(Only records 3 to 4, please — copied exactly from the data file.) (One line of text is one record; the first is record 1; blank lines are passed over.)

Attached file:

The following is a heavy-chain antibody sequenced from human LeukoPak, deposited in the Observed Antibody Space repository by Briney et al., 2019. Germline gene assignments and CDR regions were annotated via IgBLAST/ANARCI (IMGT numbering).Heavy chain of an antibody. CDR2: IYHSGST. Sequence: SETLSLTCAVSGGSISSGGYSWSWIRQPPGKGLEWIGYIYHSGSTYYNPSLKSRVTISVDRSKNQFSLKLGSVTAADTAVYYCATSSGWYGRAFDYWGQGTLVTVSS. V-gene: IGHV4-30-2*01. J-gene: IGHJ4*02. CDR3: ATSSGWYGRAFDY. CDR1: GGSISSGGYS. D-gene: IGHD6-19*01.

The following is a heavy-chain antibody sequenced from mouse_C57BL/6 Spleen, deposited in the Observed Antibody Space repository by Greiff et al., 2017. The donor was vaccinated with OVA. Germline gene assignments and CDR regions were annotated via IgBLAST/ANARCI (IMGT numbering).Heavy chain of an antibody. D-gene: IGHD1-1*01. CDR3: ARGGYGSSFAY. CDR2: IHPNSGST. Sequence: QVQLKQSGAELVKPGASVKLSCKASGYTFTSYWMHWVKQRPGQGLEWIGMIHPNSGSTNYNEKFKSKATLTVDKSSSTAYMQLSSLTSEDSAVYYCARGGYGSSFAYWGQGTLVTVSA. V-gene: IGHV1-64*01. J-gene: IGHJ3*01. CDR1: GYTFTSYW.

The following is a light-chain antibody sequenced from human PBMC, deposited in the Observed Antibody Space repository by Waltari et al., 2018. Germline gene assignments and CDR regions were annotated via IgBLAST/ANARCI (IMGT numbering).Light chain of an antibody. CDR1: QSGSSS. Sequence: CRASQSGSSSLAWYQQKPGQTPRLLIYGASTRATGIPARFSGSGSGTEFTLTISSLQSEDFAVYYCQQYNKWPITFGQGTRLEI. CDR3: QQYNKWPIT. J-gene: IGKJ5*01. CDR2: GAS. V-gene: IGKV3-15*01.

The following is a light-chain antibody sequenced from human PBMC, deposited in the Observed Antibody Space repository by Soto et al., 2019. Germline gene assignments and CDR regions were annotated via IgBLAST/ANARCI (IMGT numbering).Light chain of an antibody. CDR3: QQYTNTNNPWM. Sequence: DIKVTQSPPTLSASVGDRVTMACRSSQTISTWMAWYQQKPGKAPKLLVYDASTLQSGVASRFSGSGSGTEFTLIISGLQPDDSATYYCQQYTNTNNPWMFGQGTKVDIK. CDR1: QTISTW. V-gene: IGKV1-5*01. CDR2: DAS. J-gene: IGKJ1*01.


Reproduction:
The following is a light-chain antibody sequenced from human PBMC, deposited in the Observed Antibody Space repository by Waltari et al., 2018. Germline gene assignments and CDR regions were annotated via IgBLAST/ANARCI (IMGT numbering).Light chain of an antibody. CDR1: QSGSSS. Sequence: CRASQSGSSSLAWYQQKPGQTPRLLIYGASTRATGIPARFSGSGSGTEFTLTISSLQSEDFAVYYCQQYNKWPITFGQGTRLEI. CDR3: QQYNKWPIT. J-gene: IGKJ5*01. CDR2: GAS. V-gene: IGKV3-15*01.

The following is a light-chain antibody sequenced from human PBMC, deposited in the Observed Antibody Space repository by Soto et al., 2019. Germline gene assignments and CDR regions were annotated via IgBLAST/ANARCI (IMGT numbering).Light chain of an antibody. CDR3: QQYTNTNNPWM. Sequence: DIKVTQSPPTLSASVGDRVTMACRSSQTISTWMAWYQQKPGKAPKLLVYDASTLQSGVASRFSGSGSGTEFTLIISGLQPDDSATYYCQQYTNTNNPWMFGQGTKVDIK. CDR1: QTISTW. V-gene: IGKV1-5*01. CDR2: DAS. J-gene: IGKJ1*01.